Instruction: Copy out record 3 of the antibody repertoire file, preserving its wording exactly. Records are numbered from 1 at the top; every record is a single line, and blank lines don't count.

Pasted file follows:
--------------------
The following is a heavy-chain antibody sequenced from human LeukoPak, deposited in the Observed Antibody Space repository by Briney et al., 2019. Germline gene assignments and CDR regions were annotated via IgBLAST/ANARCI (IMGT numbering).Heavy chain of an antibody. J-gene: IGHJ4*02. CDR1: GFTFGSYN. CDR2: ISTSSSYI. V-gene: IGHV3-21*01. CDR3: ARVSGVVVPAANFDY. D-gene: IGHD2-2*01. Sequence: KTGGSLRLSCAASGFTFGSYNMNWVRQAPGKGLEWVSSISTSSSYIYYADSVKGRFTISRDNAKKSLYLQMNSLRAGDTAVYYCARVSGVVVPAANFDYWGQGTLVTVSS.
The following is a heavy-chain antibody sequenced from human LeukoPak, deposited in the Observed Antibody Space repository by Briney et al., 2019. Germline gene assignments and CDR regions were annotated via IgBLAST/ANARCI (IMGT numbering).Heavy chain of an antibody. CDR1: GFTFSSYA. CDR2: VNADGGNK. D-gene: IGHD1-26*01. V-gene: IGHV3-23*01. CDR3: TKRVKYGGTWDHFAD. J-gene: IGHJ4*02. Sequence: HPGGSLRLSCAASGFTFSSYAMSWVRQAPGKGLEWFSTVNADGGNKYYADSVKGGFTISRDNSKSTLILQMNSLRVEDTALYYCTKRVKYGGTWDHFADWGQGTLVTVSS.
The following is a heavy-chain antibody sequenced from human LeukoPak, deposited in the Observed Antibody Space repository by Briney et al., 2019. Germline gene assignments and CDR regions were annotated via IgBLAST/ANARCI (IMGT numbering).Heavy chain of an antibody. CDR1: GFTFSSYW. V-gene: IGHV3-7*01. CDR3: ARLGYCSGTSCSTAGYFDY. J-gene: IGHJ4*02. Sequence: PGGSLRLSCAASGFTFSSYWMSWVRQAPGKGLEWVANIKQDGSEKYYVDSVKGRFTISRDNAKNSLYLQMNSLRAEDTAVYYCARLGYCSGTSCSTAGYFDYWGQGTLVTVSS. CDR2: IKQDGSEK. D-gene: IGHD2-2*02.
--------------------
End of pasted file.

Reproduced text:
The following is a heavy-chain antibody sequenced from human LeukoPak, deposited in the Observed Antibody Space repository by Briney et al., 2019. Germline gene assignments and CDR regions were annotated via IgBLAST/ANARCI (IMGT numbering).Heavy chain of an antibody. CDR1: GFTFSSYW. V-gene: IGHV3-7*01. CDR3: ARLGYCSGTSCSTAGYFDY. J-gene: IGHJ4*02. Sequence: PGGSLRLSCAASGFTFSSYWMSWVRQAPGKGLEWVANIKQDGSEKYYVDSVKGRFTISRDNAKNSLYLQMNSLRAEDTAVYYCARLGYCSGTSCSTAGYFDYWGQGTLVTVSS. CDR2: IKQDGSEK. D-gene: IGHD2-2*02.